“What good does it do to leave out a subject’s last name when you’ve already so clearly identified her to anyone who’s ever met her?” Oremus wrote. “And then I realized: [They] aren’t trying to hide her identity from anyone who’s ever met her. They’re trying to hide it from all the people who never have. That is, they’re shielding her identity from Google.”
Van Dusen told me she considered the same issue in her story.
“Used to be, you’d have to have a lot of time on your hands to find information like this years later,” she said. “Now it’s almost too simple.”
Of course, whether to shield a subject at all is often controversial, and the decision depends on the details of a specific situation. McBride, for one, wonders about shielding a child because she might have suffered brain damage.
“There is no shame in being brain-damaged,” she said. “When you ask for someone to be protected, you assume that something shameful needs to be protected.” (Again, the condition of the girl injured in Atlanta is not publicly known.)
Paula Simons, a columnist at the Edmonton Journal in Canada, made a similar point in an interview. Simons comes to the issue from a unique perspective—her husband suffered a traumatic brain injury in a car accident several years ago.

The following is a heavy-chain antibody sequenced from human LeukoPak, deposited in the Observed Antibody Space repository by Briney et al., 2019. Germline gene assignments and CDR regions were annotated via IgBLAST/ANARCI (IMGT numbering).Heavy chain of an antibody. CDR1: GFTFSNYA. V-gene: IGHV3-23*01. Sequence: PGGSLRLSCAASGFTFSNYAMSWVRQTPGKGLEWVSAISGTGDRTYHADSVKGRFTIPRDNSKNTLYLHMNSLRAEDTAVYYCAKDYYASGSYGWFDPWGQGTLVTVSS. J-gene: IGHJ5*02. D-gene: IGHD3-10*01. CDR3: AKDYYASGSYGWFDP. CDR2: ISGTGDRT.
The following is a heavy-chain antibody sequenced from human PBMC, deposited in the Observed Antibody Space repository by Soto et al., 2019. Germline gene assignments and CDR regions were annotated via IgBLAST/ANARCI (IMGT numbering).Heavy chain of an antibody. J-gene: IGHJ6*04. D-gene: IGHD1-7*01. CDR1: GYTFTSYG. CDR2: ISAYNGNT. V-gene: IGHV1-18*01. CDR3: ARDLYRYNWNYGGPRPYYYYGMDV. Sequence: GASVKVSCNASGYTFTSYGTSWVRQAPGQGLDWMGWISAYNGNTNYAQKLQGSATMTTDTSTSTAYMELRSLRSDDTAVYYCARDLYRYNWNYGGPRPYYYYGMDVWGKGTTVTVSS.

Simons is also part of a prize-winning team of journalists at the Journal and the Calgary Herald who encountered these themes from the other direction. The papers’ series on the deaths of children in foster care prompted legislators in the province of Alberta to undo a publication ban that prohibited anyone from identifying children who died in foster care.
“The government said it protected the privacy of families grieving after the loss of a child; critics said it protected the child welfare system from meaningful scrutiny of its worst failures,” wrote reporter Karen Kleiss. Journalists and even the parents of the dead children could go to jail for violating the old ban.
Of course, there’s a huge difference between prior restraint by the government and journalists withholding a name out of discretion. But for Simons, the internet presents an argument for more transparency, not more privacy protection.